Do you suggest using dedicated landing pages for campaigns, if so, what software do you use – do you design and develop the pages, or are we responsible for that, OR, do you send traffic directly to the client’s website?
It depends on the campaign. For Ecommerce, we usually want to send the traffic to the website, but for lead generation or other verticals a landing page can make more sense. We use Unbounce for landing pages but can also work with Elementor/Wordpress. We normally design the landing pages as part of our retainer.
Do you utilize FB pixels?
Absolutely! We would not be able to do anything of significance without the Pixel.
How often do you utilize creative refreshes?
It depends on the client, but usually every couple of weeks. A client spending $1500 per month will need less creative refresh than a client spending $150k per month.
Do you design the creatives needed for the ADS?
Yes, we do. However, we like to get product photos or creatives from the client to use in our own designs.
Do you write the copy needed for the ADS?
Yes, we do.
When a client gets started with you/us, after our initial discovery call, do you provide some kind of strategy overview for the client to approve before official work begins?
Normally we discuss the strategy on the discovery call. We can make it sound really fancy, but it’s basically just buying the ads in a way that influences FB’s algorithm to reward us. There’s definitely a methodology of buying ads but it’s not as glamorous as the clients often think.
We have a few different strategies (low/slow, 388, bully bid, high budget/low bid, etc) we like to use depending on various factors (does the client have sales already, do they have data on the pixel already, etc.). The launch strategy is usually about 5 interest-based ad sets, then lookalikes, then broad. Our goal is to train FB’s AI to go out and find people. We also use manual bidding when spending over $3k-5k per day.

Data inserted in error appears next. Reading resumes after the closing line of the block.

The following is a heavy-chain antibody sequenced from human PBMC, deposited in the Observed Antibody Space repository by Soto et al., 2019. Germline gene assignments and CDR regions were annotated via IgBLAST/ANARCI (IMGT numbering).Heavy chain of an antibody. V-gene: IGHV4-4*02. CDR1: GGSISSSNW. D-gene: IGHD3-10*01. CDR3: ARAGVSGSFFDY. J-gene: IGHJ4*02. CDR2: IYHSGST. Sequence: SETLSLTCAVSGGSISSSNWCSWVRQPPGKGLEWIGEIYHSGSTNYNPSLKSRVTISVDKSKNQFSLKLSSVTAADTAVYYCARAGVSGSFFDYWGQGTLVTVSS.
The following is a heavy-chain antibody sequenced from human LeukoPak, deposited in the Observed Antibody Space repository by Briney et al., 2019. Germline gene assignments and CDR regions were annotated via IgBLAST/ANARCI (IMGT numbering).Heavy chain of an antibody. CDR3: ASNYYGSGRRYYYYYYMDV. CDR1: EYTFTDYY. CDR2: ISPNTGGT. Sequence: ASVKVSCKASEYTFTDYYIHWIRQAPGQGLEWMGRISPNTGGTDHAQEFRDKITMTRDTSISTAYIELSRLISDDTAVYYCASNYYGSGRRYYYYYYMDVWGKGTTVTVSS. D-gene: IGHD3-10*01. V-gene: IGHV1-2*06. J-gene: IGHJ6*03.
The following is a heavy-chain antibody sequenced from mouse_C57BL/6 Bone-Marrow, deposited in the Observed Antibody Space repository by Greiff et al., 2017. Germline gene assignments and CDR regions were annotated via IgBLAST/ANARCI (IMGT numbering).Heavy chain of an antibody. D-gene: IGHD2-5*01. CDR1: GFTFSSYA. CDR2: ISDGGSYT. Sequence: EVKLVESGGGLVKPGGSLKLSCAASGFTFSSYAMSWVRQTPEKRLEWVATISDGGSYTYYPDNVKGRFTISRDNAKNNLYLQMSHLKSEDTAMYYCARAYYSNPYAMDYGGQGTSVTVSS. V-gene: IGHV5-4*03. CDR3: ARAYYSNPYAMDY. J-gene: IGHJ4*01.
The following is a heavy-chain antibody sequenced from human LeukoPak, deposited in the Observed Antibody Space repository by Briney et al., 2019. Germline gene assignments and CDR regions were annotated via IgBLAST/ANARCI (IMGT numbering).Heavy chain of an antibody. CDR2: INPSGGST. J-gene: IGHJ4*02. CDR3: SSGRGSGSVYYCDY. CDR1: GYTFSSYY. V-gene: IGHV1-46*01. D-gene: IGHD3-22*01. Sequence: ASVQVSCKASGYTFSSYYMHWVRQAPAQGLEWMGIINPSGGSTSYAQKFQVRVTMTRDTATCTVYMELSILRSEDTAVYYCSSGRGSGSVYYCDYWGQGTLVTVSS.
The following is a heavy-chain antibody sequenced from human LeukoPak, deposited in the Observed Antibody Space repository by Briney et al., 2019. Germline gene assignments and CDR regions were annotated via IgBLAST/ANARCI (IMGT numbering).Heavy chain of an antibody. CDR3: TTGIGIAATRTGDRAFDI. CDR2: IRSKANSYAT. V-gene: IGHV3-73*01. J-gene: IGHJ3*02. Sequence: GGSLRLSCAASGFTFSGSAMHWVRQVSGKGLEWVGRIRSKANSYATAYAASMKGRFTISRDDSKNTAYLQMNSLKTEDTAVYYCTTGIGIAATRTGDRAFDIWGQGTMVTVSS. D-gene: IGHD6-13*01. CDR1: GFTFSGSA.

Do you utilize lookalike audiences from email lists?
Yes. We will do this if the client has a strong email list. It’s even better if the client can send us their customer list with purchase values attached, as that optimizes much better.
Do you utilize remarketing in campaigns?
Absolutely! Some of our highest converting campaigns are remarketing campaigns. We don’t charge extra for this either, because it helps us get the clients a much better result.
Could you explain a little bit more thoroughly how the targeting and reach works for paid campaigns?
Usually the targeting is gender based and depends on the service area of the practice. Typically it’s 10-20 miles from the location, but sometimes less. This location seems to be in a pretty dense area, so we would just need to know from the client how far people are willing to drive for their services.
For interest targeting, we usually let FB sort this out for us. Because there is a relatively small group on local campaigns, we use the ad copy to target and let FB’s deliver interpret and deliver ads accordingly. This gets a much lower cost per lead than trying to laser-target a group of people interested in a specific procedure.
Will the recent changes to iOS devices and asking apps to not track the user’s behaviors have a negative impact on these kinds of campaigns?
Yes, these changes have a negative impact. It’s affecting ecommerce campaigns a lot more negatively than local lead generation. It’s important to be able to track what users do after they leave Facebook and which products they view when the goal is a website purchase. When the goal is a booking or a lead, we can optimize based on action taken on-Facebook, which are not impacted by the iOS14 update.
In your experience, what sorts of things do you typically promote via paid social that leads to the highest engagement? Is it branding, or promotion/sale specific messages? Or events? Something different?
Specific offers/promos for specific services have the highest conversion rate. For example: $5 Botox or $15,000 All On 4 Dental Implants, or $500 GainsWave Treatment (of course restrictions apply to these offers). Basically we need a competitive offer that sounds really good, and that’s easy to understand. A bad offer would be, “$1 Botox injections on first visit, second visit $5, third visit $10” – In that case we would just put $1 Botox on the ad and let the practice explain the additional discounts on future visits. It just needs to be really simple and easy for a person to understand in a matter of seconds.
One important thing to remember is that the practice has to handle the sales. We can get interested people to contact them, but they have to close the deal. We sometimes see practices treating leads as patients who are extremely interested or dying to come into the practice. This results in a lower conversion rate because the practice will wait days to contact a lead or basically not really try hard to book the appointment.